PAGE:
A society cannot survive without symbols. It needs idols and icons who exemplify ways of life. Contemporary life has generated many idols, from Amitabh Bachchan to Narendra Modi, but none of these have had the regenerative power of myth. Our modern symbols are less of myths and more of Rorschachs, projections of our minds, our fears, our worst anxieties. Earlier, we would confess them to our therapist. Today, we flaunt our fears on television. It is the collective couch of our times. Our symptoms become our statements of our worlds. There is no other way to understand the power of Arnab Goswami.
Examine his CV and one will sense an ordinary person. Boringly average in academics. Goswami was an also-ran in early life, suffering under the arrogance of seniors, waiting for his time. Here is a man who strikes no chord of poetry, who caricatures our worst selves and becomes a hero. He is the boy next door you seldom noticed till you saw him on television.
Deep down, one realises Goswami’s biography is uninteresting. He is his own double, an invention of himself, tired of his original self. As a caricature of a middle-class self, he is successful, very successful. He enacts a catechism every night accompanied by an inquisition. Every day, someone is insulted, labelled, condemned. Television replaces the guillotine in public life.
A middle-class man suffering from daily anxieties wants the arrogance of power, the privilege of saying “off with your head”, five times a day. Not even presidents have that privilege. Instead of being constantly judged, evaluated and calibrated, we want to be the judge, lay down the rules and deliver the sentences. As inflated version of ourselves that we call Arnab, we enact that ghastly collective act of free will that we call the nation state.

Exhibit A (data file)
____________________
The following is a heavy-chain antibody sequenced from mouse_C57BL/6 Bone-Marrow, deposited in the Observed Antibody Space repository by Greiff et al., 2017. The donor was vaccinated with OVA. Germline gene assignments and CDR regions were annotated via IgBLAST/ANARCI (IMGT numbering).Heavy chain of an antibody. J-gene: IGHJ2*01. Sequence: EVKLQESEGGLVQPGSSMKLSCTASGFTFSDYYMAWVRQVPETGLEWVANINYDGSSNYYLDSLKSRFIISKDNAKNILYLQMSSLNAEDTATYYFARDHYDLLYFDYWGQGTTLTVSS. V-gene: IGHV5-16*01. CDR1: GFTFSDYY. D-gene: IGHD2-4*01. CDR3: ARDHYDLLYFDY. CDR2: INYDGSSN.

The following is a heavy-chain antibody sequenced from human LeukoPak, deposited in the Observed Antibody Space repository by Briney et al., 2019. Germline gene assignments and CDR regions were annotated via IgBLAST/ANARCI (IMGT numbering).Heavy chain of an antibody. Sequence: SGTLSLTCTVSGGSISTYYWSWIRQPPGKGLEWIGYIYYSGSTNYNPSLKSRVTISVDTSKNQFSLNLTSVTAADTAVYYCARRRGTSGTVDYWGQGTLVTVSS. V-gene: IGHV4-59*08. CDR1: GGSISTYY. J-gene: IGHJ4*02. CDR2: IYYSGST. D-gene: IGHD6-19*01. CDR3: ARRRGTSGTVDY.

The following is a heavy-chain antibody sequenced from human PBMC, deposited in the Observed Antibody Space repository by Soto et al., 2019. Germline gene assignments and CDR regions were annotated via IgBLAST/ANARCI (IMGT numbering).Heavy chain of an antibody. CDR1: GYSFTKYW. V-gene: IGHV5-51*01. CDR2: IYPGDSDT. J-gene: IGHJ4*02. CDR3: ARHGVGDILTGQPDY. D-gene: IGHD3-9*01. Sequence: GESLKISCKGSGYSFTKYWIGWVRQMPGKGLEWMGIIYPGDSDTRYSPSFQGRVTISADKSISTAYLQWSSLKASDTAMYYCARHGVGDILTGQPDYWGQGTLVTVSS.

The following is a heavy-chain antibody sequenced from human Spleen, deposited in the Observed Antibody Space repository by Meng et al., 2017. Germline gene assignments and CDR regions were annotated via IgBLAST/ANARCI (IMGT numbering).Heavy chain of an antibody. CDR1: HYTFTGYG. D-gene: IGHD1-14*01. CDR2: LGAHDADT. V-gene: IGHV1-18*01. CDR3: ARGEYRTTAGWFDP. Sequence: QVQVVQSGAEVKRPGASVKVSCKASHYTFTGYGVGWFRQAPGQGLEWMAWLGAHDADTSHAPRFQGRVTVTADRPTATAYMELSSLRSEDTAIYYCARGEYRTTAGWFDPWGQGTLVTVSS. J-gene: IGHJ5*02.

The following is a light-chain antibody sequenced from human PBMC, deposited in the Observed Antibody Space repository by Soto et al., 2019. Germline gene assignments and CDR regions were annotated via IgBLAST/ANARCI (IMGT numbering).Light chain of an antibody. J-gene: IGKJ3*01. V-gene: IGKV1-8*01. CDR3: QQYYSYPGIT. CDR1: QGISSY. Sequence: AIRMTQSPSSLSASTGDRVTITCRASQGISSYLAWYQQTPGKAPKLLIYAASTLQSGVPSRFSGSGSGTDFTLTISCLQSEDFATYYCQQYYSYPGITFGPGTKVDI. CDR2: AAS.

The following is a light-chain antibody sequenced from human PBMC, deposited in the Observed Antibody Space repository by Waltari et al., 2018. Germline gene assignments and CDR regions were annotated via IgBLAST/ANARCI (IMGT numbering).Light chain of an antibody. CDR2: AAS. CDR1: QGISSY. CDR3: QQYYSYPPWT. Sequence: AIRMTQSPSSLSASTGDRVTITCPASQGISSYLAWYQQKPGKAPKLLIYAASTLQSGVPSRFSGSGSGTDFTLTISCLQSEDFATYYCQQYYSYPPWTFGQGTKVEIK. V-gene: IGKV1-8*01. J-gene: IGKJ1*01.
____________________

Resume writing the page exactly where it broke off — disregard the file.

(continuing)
The nation state is a bundle of anxieties. We police ourselves through concepts like nation state, security, and borders, and feel proud of our submissiveness. It is a collective act of vigilantism, an emotional high as inquisitors, and the power of tyranny without the fear of being overthrown, enacted every day. Oddly, we are not watching Goswami. He is a mere ventriloquist’s dummy, an inflated ego. All we watch is ourselves, content with an orgy of bloodletting every night. We consume arrogance, bullying, unfairness, project our worst fears and call that phenomenon – the nation state – the sum total of our basic instincts.
Forget the real-life man. Look behind at the more-than-real mask. He reminds one of a mid-level government official, or a scientist. But on TV, he is all of us, clamouring for more of us. He is the metaphor of the time, because he enacts the majoritarian Indian every day.
'Sign of the Times'
The French philosopher Jacques Derrida once wrote, sometimes evil likes to warn people in advance of itself. It sends a harbinger. In the age of television, Goswami is the harbinger of tyranny, an enactment of the future in the present. The irony is that what should frighten us gets fan mail. The phenomenon called Arnab shows that we are lemmings of a tyrannical future where all a demagogue needs is two hours of TV. It creates a more subtle warning that we miss out. It hints that violence is not just an act of production. Violence needs to be consumed as it consumes us. We are happy consuming Arnab because we feel that we will be part of such a tyranny. It is not his ratings that make Arnab. It is us. An Indian bored of itself, waiting for Hitlers to rise. Nothing creates tyranny more than the mediocrity of our everyday life. This is what turns the man we call Arnab Goswami from bad history to a glorious consumer myth that the media flaunts as its great creation.
Arnab Goswami was, as the pun intended, “a sign of the Times”. He realised he needed to be larger than the incubator that created him. He had to transcend the Times and become a force of his own, not a monster orchestrated by larger forces. He wants to be the conductor of his own future, the monster as soloist.
To do this will not be easy. The Times interview was a ritual the nation claimed to follow. To follow Arnab Goswami alone is a different choice. To achieve that, he has to invent himself again, as a new brand, to reclaim his place in folklore. The nation might want to know what drove him to such egotistic limits. Worse, the very Twitter that created him might chew him down. He might become cannon fodder for the very groups that created him. It might be that there is still a sense of poetic justice in the world – bloody, ruthless, but ironically satisfying. Mediocrity creates monsters so that future mediocres might bring him down.